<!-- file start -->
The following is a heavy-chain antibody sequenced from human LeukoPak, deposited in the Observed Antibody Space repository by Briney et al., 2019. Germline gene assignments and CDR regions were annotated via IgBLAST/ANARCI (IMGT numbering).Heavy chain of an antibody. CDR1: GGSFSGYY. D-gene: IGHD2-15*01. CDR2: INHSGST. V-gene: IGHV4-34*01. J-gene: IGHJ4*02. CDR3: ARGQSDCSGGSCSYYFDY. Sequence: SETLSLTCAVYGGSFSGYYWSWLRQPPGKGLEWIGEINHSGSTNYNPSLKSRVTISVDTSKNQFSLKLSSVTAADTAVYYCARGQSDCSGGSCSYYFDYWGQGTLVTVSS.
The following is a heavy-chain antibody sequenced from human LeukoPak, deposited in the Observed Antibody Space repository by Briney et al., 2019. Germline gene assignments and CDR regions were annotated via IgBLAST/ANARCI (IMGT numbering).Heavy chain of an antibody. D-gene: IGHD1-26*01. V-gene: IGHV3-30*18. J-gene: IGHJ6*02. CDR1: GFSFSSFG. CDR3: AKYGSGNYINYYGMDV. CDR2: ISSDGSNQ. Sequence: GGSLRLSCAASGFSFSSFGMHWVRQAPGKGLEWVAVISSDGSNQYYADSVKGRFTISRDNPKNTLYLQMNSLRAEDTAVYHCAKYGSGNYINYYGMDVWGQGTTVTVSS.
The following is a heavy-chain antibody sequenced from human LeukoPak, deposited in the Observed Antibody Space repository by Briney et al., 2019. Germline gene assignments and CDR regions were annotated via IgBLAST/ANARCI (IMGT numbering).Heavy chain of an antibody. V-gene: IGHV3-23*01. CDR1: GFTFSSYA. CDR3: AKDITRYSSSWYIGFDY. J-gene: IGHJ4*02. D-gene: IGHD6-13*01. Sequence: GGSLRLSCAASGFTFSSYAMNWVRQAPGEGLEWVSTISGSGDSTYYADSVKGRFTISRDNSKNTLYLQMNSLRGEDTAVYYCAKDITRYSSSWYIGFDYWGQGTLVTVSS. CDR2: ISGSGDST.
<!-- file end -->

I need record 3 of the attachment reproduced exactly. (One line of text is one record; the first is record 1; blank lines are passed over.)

The following is a heavy-chain antibody sequenced from human LeukoPak, deposited in the Observed Antibody Space repository by Briney et al., 2019. Germline gene assignments and CDR regions were annotated via IgBLAST/ANARCI (IMGT numbering).Heavy chain of an antibody. V-gene: IGHV3-23*01. CDR1: GFTFSSYA. CDR3: AKDITRYSSSWYIGFDY. J-gene: IGHJ4*02. D-gene: IGHD6-13*01. Sequence: GGSLRLSCAASGFTFSSYAMNWVRQAPGEGLEWVSTISGSGDSTYYADSVKGRFTISRDNSKNTLYLQMNSLRGEDTAVYYCAKDITRYSSSWYIGFDYWGQGTLVTVSS. CDR2: ISGSGDST.